Simpson and Bowles, “spending problem” voodoo economics ignores the lack of “crowding out”

Alan Simpson and Erskine Bowles – co-founders of the corporate lobby Campaign to Fix the Debt – were on Meet the Press this morning. I couldn’t drag myself to watch it because I am sick and tired of hearing every oligarch’s favorite lackeys argue that the national debt is a reason to gut the welfare state. Which is exactly what they were doing this morning:

“Yes, the president has taken some steps forward on the entitlement programs, but has he done enough? Absolutely not,” Bowles said.

But they and their disciples couldn’t be more wrong. The U.S. government has no “spending problem” from a macroeconomist’s point of view. Of course, the country can’t indefinitely continue to borrow more than it earns, but the idea that we must somehow tackle debt by cutting spending — and do it right now — is voodoo economics of the highest order.

For spending to be an immediate problem, it would have to be problematic. And the primary reason that government spending is problematic is due to “the crowding out effect.”

I could find some haughty economist to quote on the issue, but for simplicity’s sake here’s Wikipedia:

“…crowding out is a phenomenon occurring when expansionary fiscal policy causes interest rates to rise, thereby reducing investment spending.”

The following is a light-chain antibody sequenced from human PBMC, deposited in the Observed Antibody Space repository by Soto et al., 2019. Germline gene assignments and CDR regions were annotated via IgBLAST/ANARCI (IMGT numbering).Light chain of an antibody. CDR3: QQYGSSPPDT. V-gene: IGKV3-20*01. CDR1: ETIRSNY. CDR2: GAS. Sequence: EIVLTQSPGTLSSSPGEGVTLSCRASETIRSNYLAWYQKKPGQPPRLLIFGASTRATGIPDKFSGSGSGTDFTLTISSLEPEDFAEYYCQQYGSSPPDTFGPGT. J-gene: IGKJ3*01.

Yet interest rates are rock bottom and aren’t expected to rise anytime soon, and demand for U.S. Treasury bonds remains high.

Thus, government spending appears to be having no averse effect on financial markets, which, according to Treasury yields, actually seem to think that lending the U.S. government money is a wise idea. The debt “crisis” is only caused by a “spending problem” when one considers government spending to be an issue from an ideological standpoint.

If Simpson and Bowles were serious about tackling the debt without completely undermining the economy, they’d advocate higher taxes on those that can afford to pay more. Corporations are awash with cash, and capital is taking a larger slice of the pie than ever. But aggregate demand is lagging, and to undermine social safety nets would further weaken it. Sound economic policy would, therefore, have the rich finance deficit reduction — if it must be done in this fragile economy.

Samuel Knight

Samuel Knight is a freelance journalist living in DC and a former intern at the Washington Monthly.